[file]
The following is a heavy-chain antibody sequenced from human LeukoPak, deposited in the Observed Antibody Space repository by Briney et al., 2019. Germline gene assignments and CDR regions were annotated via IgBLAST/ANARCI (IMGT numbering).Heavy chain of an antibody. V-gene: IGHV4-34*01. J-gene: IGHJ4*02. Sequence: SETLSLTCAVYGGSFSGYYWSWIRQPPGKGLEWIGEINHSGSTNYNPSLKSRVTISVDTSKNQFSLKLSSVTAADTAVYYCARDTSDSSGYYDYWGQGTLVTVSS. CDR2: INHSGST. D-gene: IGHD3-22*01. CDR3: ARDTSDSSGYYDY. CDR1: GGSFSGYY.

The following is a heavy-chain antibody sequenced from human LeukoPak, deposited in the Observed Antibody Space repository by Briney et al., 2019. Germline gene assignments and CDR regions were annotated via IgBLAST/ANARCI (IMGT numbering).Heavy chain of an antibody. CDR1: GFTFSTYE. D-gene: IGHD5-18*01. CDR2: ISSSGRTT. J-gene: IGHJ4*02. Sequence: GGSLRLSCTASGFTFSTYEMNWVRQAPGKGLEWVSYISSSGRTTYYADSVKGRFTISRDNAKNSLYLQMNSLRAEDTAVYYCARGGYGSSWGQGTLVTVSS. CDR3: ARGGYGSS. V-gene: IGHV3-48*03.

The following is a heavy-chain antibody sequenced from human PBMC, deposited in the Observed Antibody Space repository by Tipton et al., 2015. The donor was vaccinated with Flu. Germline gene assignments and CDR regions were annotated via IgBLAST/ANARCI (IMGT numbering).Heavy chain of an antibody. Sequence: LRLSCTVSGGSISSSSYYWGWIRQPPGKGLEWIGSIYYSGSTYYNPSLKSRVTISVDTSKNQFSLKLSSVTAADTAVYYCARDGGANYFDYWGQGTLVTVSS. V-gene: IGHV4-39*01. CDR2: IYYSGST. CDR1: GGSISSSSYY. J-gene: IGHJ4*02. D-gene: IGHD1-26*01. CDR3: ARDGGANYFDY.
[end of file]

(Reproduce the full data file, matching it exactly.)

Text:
The following is a heavy-chain antibody sequenced from human LeukoPak, deposited in the Observed Antibody Space repository by Briney et al., 2019. Germline gene assignments and CDR regions were annotated via IgBLAST/ANARCI (IMGT numbering).Heavy chain of an antibody. V-gene: IGHV4-34*01. J-gene: IGHJ4*02. Sequence: SETLSLTCAVYGGSFSGYYWSWIRQPPGKGLEWIGEINHSGSTNYNPSLKSRVTISVDTSKNQFSLKLSSVTAADTAVYYCARDTSDSSGYYDYWGQGTLVTVSS. CDR2: INHSGST. D-gene: IGHD3-22*01. CDR3: ARDTSDSSGYYDY. CDR1: GGSFSGYY.

The following is a heavy-chain antibody sequenced from human LeukoPak, deposited in the Observed Antibody Space repository by Briney et al., 2019. Germline gene assignments and CDR regions were annotated via IgBLAST/ANARCI (IMGT numbering).Heavy chain of an antibody. CDR1: GFTFSTYE. D-gene: IGHD5-18*01. CDR2: ISSSGRTT. J-gene: IGHJ4*02. Sequence: GGSLRLSCTASGFTFSTYEMNWVRQAPGKGLEWVSYISSSGRTTYYADSVKGRFTISRDNAKNSLYLQMNSLRAEDTAVYYCARGGYGSSWGQGTLVTVSS. CDR3: ARGGYGSS. V-gene: IGHV3-48*03.

The following is a heavy-chain antibody sequenced from human PBMC, deposited in the Observed Antibody Space repository by Tipton et al., 2015. The donor was vaccinated with Flu. Germline gene assignments and CDR regions were annotated via IgBLAST/ANARCI (IMGT numbering).Heavy chain of an antibody. Sequence: LRLSCTVSGGSISSSSYYWGWIRQPPGKGLEWIGSIYYSGSTYYNPSLKSRVTISVDTSKNQFSLKLSSVTAADTAVYYCARDGGANYFDYWGQGTLVTVSS. V-gene: IGHV4-39*01. CDR2: IYYSGST. CDR1: GGSISSSSYY. J-gene: IGHJ4*02. D-gene: IGHD1-26*01. CDR3: ARDGGANYFDY.